Saturday, December 7, 2013

Easy Gingerbread House Idea for Toddlers and Kids

A few years back I had this great idea to buy a gingerbread house mold to make it 'easier' to make gingerbread houses with the kids each year.  It was after the holiday and the Wilton Gingerbread Mold Pan was on super clearance at the craft store.  I should have known there was a reason it was still available.  There's no way any person in their right mind - who wants to stay in their right mind - would attempt to make a gingerbread house from scratch alongside a toddler and a five year old.

My husband looked at me like I was crazy when I brought the kit home.  Not that that's too out of the ordinary, but this time I did think he had a point.  I promptly returned it - but with the mindset that my kids would not go through their childhood deprived of making Christmas-time gingerbread houses.

Then last year my aunt told me her little secret - use milk cartons (and Halloween candy) to make easy, kid-friendly, and inexpensive gingerbread houses.  How freaking genius is that?

My 2 year old and I set out to get all our supplies: 2 pint-size milk cartons, some kid-friendly candy (none of those tiny rock hard bead-like candies that come with the gingerbread kits), what remained of our Halloween candy stash, a container of pre-made icing, and a box of graham crackers.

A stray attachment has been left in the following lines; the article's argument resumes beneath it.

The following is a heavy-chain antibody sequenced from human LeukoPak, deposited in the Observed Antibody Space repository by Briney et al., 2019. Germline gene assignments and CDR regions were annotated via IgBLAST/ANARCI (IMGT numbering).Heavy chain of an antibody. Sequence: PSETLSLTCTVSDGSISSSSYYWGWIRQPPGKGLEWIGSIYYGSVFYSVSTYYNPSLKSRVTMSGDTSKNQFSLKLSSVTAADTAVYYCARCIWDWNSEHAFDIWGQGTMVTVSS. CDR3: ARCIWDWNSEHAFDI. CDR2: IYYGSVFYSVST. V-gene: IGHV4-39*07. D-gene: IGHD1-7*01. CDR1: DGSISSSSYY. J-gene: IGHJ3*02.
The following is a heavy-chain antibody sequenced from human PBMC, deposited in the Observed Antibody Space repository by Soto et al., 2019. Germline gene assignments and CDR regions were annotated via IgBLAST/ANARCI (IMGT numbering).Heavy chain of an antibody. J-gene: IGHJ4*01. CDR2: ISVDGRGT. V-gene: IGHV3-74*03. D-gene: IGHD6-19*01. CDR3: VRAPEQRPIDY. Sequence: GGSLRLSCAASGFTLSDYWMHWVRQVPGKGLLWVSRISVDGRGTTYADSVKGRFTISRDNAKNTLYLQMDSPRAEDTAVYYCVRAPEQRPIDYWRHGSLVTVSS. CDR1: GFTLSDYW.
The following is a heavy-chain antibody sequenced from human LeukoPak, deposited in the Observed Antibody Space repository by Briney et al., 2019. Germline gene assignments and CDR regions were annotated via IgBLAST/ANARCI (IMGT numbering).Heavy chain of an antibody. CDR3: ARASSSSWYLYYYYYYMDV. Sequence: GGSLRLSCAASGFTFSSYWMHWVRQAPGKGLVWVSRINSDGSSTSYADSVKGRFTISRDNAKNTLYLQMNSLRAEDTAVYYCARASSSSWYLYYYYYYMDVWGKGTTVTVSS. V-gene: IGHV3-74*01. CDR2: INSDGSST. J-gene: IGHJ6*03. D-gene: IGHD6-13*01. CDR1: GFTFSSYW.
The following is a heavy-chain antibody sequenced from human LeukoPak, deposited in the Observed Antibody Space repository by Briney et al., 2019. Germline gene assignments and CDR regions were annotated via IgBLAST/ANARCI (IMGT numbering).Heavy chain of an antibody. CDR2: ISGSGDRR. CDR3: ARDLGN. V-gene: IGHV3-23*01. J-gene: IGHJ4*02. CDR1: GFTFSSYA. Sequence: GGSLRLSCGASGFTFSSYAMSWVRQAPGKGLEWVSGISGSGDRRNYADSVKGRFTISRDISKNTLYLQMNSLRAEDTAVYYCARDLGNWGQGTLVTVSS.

I apologize for the fuzzy photo...the kids were begging me to stop taking pictures so they could get started.


I started by emptying the half and half containers and arming both my two and five year olds with a small spreader and a big scoop of icing.  We put their milk cartons on paper plates so they could easily turn them to decorate each side.

My five year old was able to make her gingerbread house completely on her own with no help from me.




My two year old needed very little help.  He doesn't like getting his hand messy, so I took over spreading the icing and he placed the crackers on the cartons (and a few landed in his mouth).



The candies were 'glued' on with icing, as well.   The kids just dunked them in a dollup of icing and placed them where they wanted them.   It took a lot of concentrating, in some cases. :)


Guess what...nothing broke.  Nothing fell over.  Nothing caved in.  There was no waiting for icing to set and dry.  There was no arguing over a single gingerbread house, there were no tears because the roof slid off...again, and there was no swearing by me under my breath that I would never.make.gingerbread.houses again.   It was just pure sugary fun.

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